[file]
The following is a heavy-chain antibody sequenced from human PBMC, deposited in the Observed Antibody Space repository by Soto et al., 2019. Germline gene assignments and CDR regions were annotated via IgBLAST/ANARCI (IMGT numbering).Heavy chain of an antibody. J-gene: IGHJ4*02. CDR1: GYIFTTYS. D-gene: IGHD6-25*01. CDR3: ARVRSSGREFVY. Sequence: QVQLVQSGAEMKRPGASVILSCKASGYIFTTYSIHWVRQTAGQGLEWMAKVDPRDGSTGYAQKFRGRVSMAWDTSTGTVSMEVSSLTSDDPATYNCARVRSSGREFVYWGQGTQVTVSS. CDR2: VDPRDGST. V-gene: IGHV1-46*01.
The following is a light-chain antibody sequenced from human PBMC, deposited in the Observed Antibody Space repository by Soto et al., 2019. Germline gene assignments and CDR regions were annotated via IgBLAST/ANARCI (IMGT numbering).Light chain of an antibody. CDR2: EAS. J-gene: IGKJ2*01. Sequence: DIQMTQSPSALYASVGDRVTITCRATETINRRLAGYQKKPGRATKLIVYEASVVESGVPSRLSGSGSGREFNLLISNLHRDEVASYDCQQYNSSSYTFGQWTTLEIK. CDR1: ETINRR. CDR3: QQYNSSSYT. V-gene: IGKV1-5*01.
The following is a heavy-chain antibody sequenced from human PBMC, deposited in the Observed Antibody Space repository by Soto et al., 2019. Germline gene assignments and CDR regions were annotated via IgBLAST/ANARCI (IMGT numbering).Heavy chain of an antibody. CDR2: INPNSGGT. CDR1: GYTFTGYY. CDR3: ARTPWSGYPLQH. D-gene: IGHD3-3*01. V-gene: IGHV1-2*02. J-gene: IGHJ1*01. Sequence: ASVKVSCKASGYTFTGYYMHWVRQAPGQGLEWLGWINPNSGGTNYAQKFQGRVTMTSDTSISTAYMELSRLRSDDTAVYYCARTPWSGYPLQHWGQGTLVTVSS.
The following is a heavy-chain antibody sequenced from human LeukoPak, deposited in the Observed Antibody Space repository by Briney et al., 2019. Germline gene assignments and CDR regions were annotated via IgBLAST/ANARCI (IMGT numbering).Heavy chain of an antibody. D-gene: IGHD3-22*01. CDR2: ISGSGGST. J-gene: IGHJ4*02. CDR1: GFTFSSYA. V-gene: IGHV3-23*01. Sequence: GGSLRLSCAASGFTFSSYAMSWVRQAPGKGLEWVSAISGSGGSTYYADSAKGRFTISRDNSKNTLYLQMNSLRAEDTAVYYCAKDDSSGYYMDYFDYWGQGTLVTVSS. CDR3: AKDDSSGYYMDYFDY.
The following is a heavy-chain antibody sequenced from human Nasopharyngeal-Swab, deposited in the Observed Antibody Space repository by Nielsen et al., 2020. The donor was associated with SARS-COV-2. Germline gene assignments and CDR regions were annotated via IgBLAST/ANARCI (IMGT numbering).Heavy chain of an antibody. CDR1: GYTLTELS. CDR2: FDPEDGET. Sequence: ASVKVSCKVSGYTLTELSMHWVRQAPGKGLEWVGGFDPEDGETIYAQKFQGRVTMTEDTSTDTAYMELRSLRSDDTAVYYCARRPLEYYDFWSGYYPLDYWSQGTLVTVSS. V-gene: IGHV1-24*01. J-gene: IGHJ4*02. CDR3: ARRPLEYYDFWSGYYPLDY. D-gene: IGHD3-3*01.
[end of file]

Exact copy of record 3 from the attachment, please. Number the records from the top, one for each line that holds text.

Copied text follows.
The following is a heavy-chain antibody sequenced from human PBMC, deposited in the Observed Antibody Space repository by Soto et al., 2019. Germline gene assignments and CDR regions were annotated via IgBLAST/ANARCI (IMGT numbering).Heavy chain of an antibody. CDR2: INPNSGGT. CDR1: GYTFTGYY. CDR3: ARTPWSGYPLQH. D-gene: IGHD3-3*01. V-gene: IGHV1-2*02. J-gene: IGHJ1*01. Sequence: ASVKVSCKASGYTFTGYYMHWVRQAPGQGLEWLGWINPNSGGTNYAQKFQGRVTMTSDTSISTAYMELSRLRSDDTAVYYCARTPWSGYPLQHWGQGTLVTVSS.